My wonderful sister-in-law and I had a little mom date today. We took our four kids (total) downtown for a stroll and to the park. Coming from different places, we met at the local Catholic Church, a natural meeting place–close, easy to find, lots of parking, understanding of slow moms with babies.
There was a day when churches were town centers precisely for these reasons (maybe minus the parking).
The Church should the unifying center of life for believing Christians.
Let’s make it that again!
We understand things wrongly if we say that people are burdens on society. Society is meant to further the good of the individuals who constitute it. This may not be economically profitable all the time, but that’s not the point. The point is the people.
I often comment on the beauty of others: male and female, old and young, anybody. Only to notice and point out beauty, not to insult. I once told a cashier she was beautiful. I think old people can be beautiful and I tell others.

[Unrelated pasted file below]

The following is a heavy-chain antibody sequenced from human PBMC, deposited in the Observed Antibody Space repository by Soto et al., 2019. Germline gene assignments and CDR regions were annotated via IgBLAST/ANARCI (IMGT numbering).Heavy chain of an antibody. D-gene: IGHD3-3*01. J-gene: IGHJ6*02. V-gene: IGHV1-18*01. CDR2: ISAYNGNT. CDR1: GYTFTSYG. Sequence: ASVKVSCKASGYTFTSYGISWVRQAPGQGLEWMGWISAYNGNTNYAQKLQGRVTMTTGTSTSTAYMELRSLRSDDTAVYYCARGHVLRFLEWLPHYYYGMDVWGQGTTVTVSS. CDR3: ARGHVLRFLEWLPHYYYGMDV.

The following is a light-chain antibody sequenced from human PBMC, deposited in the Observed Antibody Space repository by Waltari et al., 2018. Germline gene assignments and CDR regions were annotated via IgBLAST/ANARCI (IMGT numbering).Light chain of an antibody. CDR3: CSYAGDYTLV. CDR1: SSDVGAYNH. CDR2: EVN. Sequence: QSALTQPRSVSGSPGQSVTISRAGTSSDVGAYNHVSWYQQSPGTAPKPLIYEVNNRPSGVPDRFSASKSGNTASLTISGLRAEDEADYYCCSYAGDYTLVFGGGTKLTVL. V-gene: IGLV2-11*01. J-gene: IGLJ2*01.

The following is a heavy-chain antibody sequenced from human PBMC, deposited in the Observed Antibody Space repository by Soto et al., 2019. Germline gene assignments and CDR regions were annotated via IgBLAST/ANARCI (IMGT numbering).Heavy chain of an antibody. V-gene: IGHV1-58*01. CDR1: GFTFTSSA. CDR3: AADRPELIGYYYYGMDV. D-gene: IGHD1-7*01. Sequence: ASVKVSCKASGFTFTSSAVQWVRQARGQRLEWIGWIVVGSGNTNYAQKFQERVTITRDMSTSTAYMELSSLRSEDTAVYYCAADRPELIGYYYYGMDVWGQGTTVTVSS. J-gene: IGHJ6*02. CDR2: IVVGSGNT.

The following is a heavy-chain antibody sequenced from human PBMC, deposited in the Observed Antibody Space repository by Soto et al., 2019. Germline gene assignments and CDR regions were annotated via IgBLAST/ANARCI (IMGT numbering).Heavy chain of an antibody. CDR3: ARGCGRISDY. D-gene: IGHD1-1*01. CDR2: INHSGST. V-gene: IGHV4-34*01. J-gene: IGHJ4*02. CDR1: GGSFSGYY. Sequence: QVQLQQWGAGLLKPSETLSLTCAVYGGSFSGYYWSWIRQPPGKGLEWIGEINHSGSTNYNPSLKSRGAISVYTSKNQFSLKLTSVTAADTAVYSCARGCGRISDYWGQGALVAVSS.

I’ve noticed that this often sometimes make the people I’m with uncomfortable. Sadly, beauty tends to be associated with sexualization. But when I say someone is beautiful, I am not saying that I am physically attracted to that person.
Human beings are just beautiful. God made us that way, in His image. We should note the beauty of human beings because it is a celebration of the goodness of creation. In fact, Hans Urs Von Balthasar wrote a Catholic theology of God through the analogy of beauty. After all, beauty is one of the transcendentals (the qualities of an object that are analogous to its being. Others are truth, goodness, unity).
Beauty, properly understood, expresses reality just as truth. That’s why art is supposed to about expressing beauty; this gives it its value. Contrary to popular belief, art is not merely about shocking the audience.
The Gospels are simultaneously crystal-clear and obvious and also completely impenetrable…yet also consistent somehow. Kind of like God, I thought.